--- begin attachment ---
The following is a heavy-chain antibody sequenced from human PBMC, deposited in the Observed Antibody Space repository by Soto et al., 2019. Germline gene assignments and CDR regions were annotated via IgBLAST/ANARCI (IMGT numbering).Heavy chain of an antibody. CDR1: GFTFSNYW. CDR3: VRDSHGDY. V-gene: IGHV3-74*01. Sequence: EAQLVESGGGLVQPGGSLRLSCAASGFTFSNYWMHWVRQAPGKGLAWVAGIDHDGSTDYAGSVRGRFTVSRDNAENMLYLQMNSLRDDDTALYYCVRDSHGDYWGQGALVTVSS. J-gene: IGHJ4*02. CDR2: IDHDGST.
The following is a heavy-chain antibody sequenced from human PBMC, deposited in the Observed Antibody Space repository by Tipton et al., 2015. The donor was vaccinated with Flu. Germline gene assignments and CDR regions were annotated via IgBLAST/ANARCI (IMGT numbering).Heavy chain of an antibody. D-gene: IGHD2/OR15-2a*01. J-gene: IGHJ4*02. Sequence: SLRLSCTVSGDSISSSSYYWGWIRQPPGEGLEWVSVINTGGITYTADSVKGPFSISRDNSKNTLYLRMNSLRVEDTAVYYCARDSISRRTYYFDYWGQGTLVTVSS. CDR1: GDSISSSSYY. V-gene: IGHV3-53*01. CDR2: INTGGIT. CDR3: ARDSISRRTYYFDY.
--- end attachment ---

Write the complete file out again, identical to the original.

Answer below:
The following is a heavy-chain antibody sequenced from human PBMC, deposited in the Observed Antibody Space repository by Soto et al., 2019. Germline gene assignments and CDR regions were annotated via IgBLAST/ANARCI (IMGT numbering).Heavy chain of an antibody. CDR1: GFTFSNYW. CDR3: VRDSHGDY. V-gene: IGHV3-74*01. Sequence: EAQLVESGGGLVQPGGSLRLSCAASGFTFSNYWMHWVRQAPGKGLAWVAGIDHDGSTDYAGSVRGRFTVSRDNAENMLYLQMNSLRDDDTALYYCVRDSHGDYWGQGALVTVSS. J-gene: IGHJ4*02. CDR2: IDHDGST.
The following is a heavy-chain antibody sequenced from human PBMC, deposited in the Observed Antibody Space repository by Tipton et al., 2015. The donor was vaccinated with Flu. Germline gene assignments and CDR regions were annotated via IgBLAST/ANARCI (IMGT numbering).Heavy chain of an antibody. D-gene: IGHD2/OR15-2a*01. J-gene: IGHJ4*02. Sequence: SLRLSCTVSGDSISSSSYYWGWIRQPPGEGLEWVSVINTGGITYTADSVKGPFSISRDNSKNTLYLRMNSLRVEDTAVYYCARDSISRRTYYFDYWGQGTLVTVSS. CDR1: GDSISSSSYY. V-gene: IGHV3-53*01. CDR2: INTGGIT. CDR3: ARDSISRRTYYFDY.